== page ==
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LAW122 - CHAPTER 5-8 NOTES.docx

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Department
Law and Business
Course
LAW 122
Professor
Jane Monro
Semester
Winter

Description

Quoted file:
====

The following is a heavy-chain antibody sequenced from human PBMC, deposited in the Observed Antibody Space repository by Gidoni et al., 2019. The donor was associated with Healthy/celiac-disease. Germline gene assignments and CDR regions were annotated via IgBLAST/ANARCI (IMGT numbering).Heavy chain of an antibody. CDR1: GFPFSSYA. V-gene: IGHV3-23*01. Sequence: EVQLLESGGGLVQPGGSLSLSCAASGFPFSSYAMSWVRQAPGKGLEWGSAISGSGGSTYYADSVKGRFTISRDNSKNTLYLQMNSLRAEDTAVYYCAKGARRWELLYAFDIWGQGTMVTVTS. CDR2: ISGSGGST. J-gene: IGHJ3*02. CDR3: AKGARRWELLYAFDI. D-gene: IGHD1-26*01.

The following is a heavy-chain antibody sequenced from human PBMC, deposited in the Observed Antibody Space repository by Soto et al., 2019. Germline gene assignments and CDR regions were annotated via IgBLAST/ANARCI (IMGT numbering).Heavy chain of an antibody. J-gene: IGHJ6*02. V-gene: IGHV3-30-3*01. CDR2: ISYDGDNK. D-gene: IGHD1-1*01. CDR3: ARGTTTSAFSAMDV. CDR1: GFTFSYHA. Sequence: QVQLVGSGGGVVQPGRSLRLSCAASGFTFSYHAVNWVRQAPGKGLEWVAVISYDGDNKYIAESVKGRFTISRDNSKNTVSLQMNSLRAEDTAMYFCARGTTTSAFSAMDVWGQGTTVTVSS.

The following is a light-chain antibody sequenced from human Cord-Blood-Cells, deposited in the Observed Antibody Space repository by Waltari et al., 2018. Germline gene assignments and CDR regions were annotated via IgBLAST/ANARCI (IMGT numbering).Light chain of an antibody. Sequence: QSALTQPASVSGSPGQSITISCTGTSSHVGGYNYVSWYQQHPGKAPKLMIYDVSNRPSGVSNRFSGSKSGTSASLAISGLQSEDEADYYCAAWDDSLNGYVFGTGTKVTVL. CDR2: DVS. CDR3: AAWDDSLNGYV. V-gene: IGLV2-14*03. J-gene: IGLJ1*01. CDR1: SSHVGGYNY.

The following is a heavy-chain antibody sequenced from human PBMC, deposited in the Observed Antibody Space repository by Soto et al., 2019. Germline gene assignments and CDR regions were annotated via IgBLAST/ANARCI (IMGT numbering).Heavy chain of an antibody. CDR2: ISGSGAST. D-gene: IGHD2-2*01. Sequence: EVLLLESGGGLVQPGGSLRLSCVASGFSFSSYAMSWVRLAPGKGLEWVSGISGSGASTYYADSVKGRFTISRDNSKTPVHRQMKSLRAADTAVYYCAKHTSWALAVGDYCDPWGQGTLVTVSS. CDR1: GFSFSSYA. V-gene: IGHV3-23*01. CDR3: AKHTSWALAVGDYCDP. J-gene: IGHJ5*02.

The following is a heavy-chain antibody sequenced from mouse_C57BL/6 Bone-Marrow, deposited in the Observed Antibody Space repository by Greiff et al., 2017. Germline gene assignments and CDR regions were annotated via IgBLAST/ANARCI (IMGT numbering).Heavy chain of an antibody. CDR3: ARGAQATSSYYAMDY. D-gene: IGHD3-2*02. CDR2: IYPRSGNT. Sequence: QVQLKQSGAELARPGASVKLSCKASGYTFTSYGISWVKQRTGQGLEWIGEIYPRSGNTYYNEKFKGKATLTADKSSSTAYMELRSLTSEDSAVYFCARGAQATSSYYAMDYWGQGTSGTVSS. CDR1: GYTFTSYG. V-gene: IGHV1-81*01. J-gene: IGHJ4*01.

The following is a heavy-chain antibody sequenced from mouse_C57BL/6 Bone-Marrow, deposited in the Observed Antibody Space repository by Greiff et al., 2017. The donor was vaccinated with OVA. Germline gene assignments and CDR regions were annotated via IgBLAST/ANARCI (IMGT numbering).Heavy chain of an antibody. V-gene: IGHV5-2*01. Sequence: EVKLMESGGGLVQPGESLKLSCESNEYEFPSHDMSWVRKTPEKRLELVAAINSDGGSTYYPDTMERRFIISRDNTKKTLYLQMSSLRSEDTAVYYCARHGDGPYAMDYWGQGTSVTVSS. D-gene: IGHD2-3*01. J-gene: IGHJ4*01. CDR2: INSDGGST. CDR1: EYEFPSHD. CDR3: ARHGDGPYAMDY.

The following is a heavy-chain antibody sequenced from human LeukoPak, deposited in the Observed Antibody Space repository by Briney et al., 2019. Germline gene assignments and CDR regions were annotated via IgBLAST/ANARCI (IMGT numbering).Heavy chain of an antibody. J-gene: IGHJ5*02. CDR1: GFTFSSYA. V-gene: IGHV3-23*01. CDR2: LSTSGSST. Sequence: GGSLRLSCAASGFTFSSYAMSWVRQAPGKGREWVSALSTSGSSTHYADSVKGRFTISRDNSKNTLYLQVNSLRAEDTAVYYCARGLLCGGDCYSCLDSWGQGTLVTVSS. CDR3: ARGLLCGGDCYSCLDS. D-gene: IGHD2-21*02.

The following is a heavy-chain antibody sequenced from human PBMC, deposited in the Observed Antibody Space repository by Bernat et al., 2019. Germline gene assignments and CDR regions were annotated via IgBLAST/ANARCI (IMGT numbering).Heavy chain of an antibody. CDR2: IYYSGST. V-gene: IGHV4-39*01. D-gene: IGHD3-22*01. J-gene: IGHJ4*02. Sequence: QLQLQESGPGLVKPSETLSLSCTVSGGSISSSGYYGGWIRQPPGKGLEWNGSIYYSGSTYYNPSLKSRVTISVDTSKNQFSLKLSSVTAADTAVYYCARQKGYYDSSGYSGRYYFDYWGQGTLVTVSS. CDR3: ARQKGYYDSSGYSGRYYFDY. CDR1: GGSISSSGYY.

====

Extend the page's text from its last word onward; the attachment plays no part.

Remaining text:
CHAPTER 5: MISCELLANEOUS TORTS AFFECTING BUSINESS - It is important for business students to be aware of certain torts affecting the normal course of business operations - Tort Law mediates a compromise of competing values and interests - aggressive competition vs. fair play - market forces vs. legal intervention - 8 miscellaneous torts grouped by themes in this chapter: 1. Morality in the Marketplace: torts of conspiracy, intimidation, interference with contractual relations, unlawful interference with economic relations, and deceit regulate how business person can gain an advantage over competitors or customers; morality in the marketplace 2. Torts Related to Land: business people affected by use and occupation of land torts of occupiers liability and Rylands v Fletcher 3. Defamation: concerned with the need to strike balance between protecting plaintiffs reputation and respecting defendants freedom of speech Conspiracy (PG. 101-102) occurs when 2 or more defendants agree to act together with the primary purpose of causing the plaintiff to suffer a financial loss magic in numbers: no tort if 1 person hurts another economically - the laws sense of fair play may be offended if several people conspire against another tort is hard to prove ; need to show that defendants primary purpose was hurting the plaintiff easier to prove if defendants conspired to commit unlawful act; only need to show that defendants should have known that actions may hurt plaintiff plaintiff must prove: - if conspiracy to commit lawful act - defendants primary purpose is to financially harm plaintiff - if conspiracy to commit unlawful act - defendants liable since should have known risk of harm Intimidation (PG. 102-104) concerned with unethical business practices occurs when plaintiffrduffers a loss as a result of defendants threat to commit unlawful act against plaintiff or 3 party plaintiff must prove: - threat to break duty in tort, contract, or crime - intimidated party submitted to threat - plaintiff suffered loss (plaintiff does not need to prove this) two-party intimidation: defendant pressured plaintiff directly three-party intimidation: defendant pressured third party to hurt plaintiff Interference with Contractual Relations (PG. 104-105) one way to get an advantage is to hire away best workers tort occurs when defendant disrupts a contract that exists between the plaintiff and a third- party Risk Management: - danger in luring away competitors customers - danger in luring away competitors workers Direct Inducement to Breach: - convince customer to break agreement - convince employee to quit job - Plaintiff must prove: i) defendant knew about contract ii) defendant intended to cause breach of contract iii) defendant actually caused breach of contract (encouraged the breach) iv) plaintiff suffered loss Indirect Inducement to Breach: - steal workers tools to prevent performance - need to also show that defendants acts were unlawful Unlawful Interference with Economic Relations (PG. 106-107) occurs if defendant commits an unlawful act for the purpose of causing the plaintiff to suffer economic loss; general tort even if can`t satisfy the requirements of the other torts, defendant can still be liable Plaintiff must prove: intent to injure plaintiff - sufficient that act directed toward plaintiff unlawful or illegal act - sufficient that act not authorized economic loss Deceit (PG. 107-108) occurs if defendant makes false statement which it knows is untrue, which it intends to mislead plaintiff and cause plaintiff to suffer a loss i) false statement positively untrue, half-truth, failure to update information ii) defendant knew that statement was false iii) defendant made statement with intention of misleading iv) plaintiff suffers a loss by reasonably relying on statement business people avoid lying and creating wrong perception Occupiers Liability (PG. 109-112) requires occupier to protect visitors from harm - occupier = person with substantial control of premises - premises = land, ships, trains, planes, elevators, etc. common law used to deal with each type of ``visitor`` differently now several criteria are assessed (ie. age of trespasser, reason for trespass, nature of the danger, occupiers knowledge of danger, cost of removing danger) most provinces have now enacted legislation to govern occupiers liability statutory changes: duty for condition of premises and activities - common law applied to condition only (rotted tree on campsite vs. drunken guest) duty of reasonable care for all visitors (regardless of classification) - specific requirements reflect circumstances of case - some exceptions for adult trespassers duty can be modified by warning signs (ie. ski resort sign assume all risk etc.) Nuisance (involves land) (PG. 112-115) occurs when defendant unreasonably interferes with plaintiff`s use and enjoyment of its own land Forms of nuisance: i. physical damage to land or property (ie. vibrations cause foundation to crack) ii. impaired enjoyment of property (ie. blaring music from nightclub, smell from pig farm) iii. non-intrusive nuisance without causing anything to travel to property (ie. casino attracts criminals and late night traffic) nuisance occurs only if interference is unreasonable (ie. physical damage always unreasonable; no impaired enjoyment from neighbour listening to Kenny G) court looks at several factors and criteria (ie. nature of neighbourhood, time and day, intensity and duration of interference etc.) defences to nuisance include: consent, statutory authority - consent to activity (not just a failure to complain) - statutory authority: defendant acted pursuant to legislation nuisance inevitable result of statutory action Remedies for nuisance: compensatory damages to repair losses injunction to prevent future losses - likely if physical damage - unlikely if huge loss to defendant or community eg towns single factory may not be closed down The Rule in Rylands vs Fletcher (PG. 115-116) states that defendant can be held strictly liable for a non-natural use of land if something escapes from its property and injures plaintiff plaintiff must prove: i. defendants non-natural use of land (ie.building a resevoir on ppty) creation of special or unusual danger ii. escape from defendants land (ie. water breaks through reservoir and floods neighbours ppty) iii. loss or injury to plaintiff strict liability defendant may be held liable even if it acted carefully and with reasonable care defences: i. plaintiff consented to the unnatural use of defendants land rd ii. escape may have been caused by 3 party or a natural force Risk Management: use special precautions whenever using land in a non-natural way Defamation (PG. 116-120) is a false statement that may damage reputation the tort is concerned with protecting reputations ! plaintiff must prove the following: - statement reasonably refers to plaintiff - statement could hurt plaintiffs reputation - statement was published to third party (private statement wont hurt rep) defences to defamation: - justification (truth): occurs if defendants statement is true must be true; honest and reasonable belief in truth is insufficient - privilege: absolute privilege complete immunity; even if statements made in bad faith for malicious purpose used in limited circumstances (ie. during parliamentary proceedings) qualified privilege statement must be made in good faith Defendant has legal, moral, social obligation to make statement to person with duty to receive it legal, moral or social obligation to make a statement to someone with a similar duty or interest in receiving it Only liable if statement made in bad faith - fair comment: expression of an informed opinion on a matter of public importance defence applies as long as the opinion in question could honestly be held by some person, and Defendant did not act maliciously used in order to encourage useful debate on social issues (ie. newspaper column, mayoral debate) defence applies as long as the opinion